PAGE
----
These are such well-known facts that it seems extremely puzzling why Freeman Dyson would claim that Bohr has defended a limited applicability of quantum mechanics which Bohr has clearly never done. I think that the explanation of this Dyson's confusion is that Dyson completely fails to understand the subjective, observer-dependent character of the quantum description of Nature. So he thinks that if Bohr recommended to think about the observer and the apparatus in classical terms, it meant that quantum mechanics wasn't capable of describing the apparatuses and human beings.

But that doesn't follow in any way and Bohr or other founders have never defended such limitations. The point is that the "Heisenberg cut" – the boundary between the observer and the observed – isn't some objective boundary expressing the limitations of quantum mechanics. Instead, the location of the "Heisenberg cut" is a choice made by an observer. Another observer may decide to place the first observer on the quantum side of the "Heisenberg cut" – i.e. describe the first human beings in the quantum mechanical way. The fathers of quantum mechanics have always emphasized these things. So all this hopeless confusion by Dyson is due to the misguided attempts to "objectify" all the things that are actually defined with respect to a particular observer only, or subjective, or chosen by himself. They just aren't objective. It's the main new key point brought us by the quantum mechanical revolution that all such claims only make sense relatively to an observer and the set of observations he has made and will do. They're intrinsically subjective in this sense.

The talk gets even weirder later. Dyson basically claims that there is a logical contradiction within quantum mechanics that may be proven in a very simple way – when you study an electron propagating through a series of slits. I was trying to decode the precise reasons why he would say such a thing but the derivation was way too sloppy so I gave up. But whatever the derivation of the contradiction was, it's clear that it was wrong.

Dyson used the laws for the propagation of a free particle in between the slits – something that obeys well-known rules, e.g. the Schrödinger's equation – and the Heisenberg inequality for uncertainties. But all these statements are easily derivable. We know the equations governing the wave function, we can calculate what the wave function will be, what is the magnitude of the uncertainties of $x$ and $p$, and other things. So it's easy to decide whether any particular inequality in Dyson's sequence is right or wrong. He could have overlooked the fact that the detectors affect the electron, that the detectors represent different boundary conditions for the wave function, confused the longitudinal and transverse directions, and so on. I really can't isolate his exact mistake but that doesn't prevent me from being absolutely certain that his reasoning was wrong.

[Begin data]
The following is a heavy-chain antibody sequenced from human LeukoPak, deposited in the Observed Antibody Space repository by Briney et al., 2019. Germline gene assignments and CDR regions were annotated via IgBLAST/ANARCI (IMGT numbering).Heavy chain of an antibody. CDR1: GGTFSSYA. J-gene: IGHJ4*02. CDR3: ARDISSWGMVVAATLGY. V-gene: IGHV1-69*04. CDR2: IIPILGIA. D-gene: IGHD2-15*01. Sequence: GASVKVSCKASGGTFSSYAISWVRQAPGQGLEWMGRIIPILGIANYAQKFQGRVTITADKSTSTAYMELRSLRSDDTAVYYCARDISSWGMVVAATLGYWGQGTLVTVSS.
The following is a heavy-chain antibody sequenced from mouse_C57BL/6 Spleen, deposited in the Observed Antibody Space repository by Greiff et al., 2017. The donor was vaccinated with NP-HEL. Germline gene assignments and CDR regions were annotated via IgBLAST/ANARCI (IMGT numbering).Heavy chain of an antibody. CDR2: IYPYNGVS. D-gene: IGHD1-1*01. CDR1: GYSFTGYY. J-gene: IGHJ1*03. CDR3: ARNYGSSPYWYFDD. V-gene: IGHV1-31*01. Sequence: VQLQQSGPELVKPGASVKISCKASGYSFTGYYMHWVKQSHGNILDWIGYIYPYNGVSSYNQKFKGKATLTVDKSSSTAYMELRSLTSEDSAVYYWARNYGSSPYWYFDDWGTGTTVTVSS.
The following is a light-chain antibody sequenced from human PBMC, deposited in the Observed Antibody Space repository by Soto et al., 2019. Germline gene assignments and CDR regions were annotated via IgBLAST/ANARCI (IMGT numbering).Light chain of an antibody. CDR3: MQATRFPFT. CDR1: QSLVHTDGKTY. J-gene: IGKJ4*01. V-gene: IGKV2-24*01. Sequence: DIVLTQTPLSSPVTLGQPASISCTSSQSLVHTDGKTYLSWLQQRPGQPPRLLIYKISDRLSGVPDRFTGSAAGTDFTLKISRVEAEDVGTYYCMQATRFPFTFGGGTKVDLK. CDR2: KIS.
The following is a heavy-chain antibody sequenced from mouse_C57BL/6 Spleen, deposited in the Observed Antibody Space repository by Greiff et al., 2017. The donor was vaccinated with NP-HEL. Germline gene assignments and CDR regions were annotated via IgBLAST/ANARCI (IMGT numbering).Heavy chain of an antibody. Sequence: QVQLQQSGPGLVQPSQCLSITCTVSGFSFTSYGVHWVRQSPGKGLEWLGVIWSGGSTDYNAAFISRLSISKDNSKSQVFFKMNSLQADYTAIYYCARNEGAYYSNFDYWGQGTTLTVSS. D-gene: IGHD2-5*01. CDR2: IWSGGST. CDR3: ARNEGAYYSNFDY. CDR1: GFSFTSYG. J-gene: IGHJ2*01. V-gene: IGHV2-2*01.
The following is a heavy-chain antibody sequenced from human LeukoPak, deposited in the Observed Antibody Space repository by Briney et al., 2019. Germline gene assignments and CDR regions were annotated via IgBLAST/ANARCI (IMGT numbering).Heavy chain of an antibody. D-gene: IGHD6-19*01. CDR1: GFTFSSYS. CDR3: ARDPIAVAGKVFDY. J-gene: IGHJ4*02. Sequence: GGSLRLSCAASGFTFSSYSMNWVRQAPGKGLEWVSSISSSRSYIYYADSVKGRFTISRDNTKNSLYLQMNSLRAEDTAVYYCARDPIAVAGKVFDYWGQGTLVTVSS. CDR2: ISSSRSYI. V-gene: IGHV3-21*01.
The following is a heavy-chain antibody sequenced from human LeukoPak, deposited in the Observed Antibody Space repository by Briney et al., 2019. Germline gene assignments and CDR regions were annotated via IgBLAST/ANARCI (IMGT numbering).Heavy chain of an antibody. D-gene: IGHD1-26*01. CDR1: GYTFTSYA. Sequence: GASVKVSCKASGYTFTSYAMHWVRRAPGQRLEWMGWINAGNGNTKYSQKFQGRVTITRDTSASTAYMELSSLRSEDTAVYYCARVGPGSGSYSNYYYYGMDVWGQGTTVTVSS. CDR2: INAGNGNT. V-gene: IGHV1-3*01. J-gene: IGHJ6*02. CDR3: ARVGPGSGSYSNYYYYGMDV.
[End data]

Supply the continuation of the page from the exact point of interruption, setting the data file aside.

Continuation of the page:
If we study the electron propagating through some slits with some geometric parameter satisfying $L\lt L_0$, whatever $L$ and $L_0$ exactly are, it is spectacularly obvious that there cannot be a valid derivation of $L\gt L_0$ which would mean that there is a mathematical contradiction in the axioms. There can't be any contradiction. It's just a trivial differential equation (Schrödinger's equation) with some boundary conditions at the surface of the macroscopic material. And all the expectation values used by Dyson – if you carefully define them – are easily calculable from the solution to the differential equation. How could there be a logical contradiction?

At 24:10, Nobel prize winner Bob Laughlin (condensed matter physics) asked Dyson what happens when you do the Čerenkov calculation – basically sequential ionization, Laughlin thinks – it's a basic freshman undergraduate problem in QM. Laughlin asks where is the contradiction, making it rather clear that he also thinks that it's totally obvious that there can't be any contradiction or limitation of QM as a theory. And Dyson replies with a crazy yet calm and superficially "intelligent" monologue claiming that QM is inapplicable to most things, including pairs of slits. Holy cow. Does Dyson also have a proof that the wheel cannot work?

Before that exchange, around 24:00, Dyson made fun final remarks. He basically said: We don't need an observer, we only need "someone who does this and that [a definition of an observer followed]". LOL.

Decades ago, I couldn't understand why it took so much time for the people to "believe" some self-evident things such as the observation that the Sun is at the center of the Solar System, the species have evolved, and many other things. How did the mental forces that have managed to prevented many people including top intellectuals from understanding very simple things work? I no longer think that there was ever something particularly strange or dumb about the people in the Middle Ages etc. Elementary things such as the self-evident consistency of quantum mechanics and the irreversibility of the phenomena of the world are simply clashing with some totally irrational but deeply held ideas about "how the world should function" and because of these strongly held beliefs, even famous people are willing to say extremely stupid things all the time.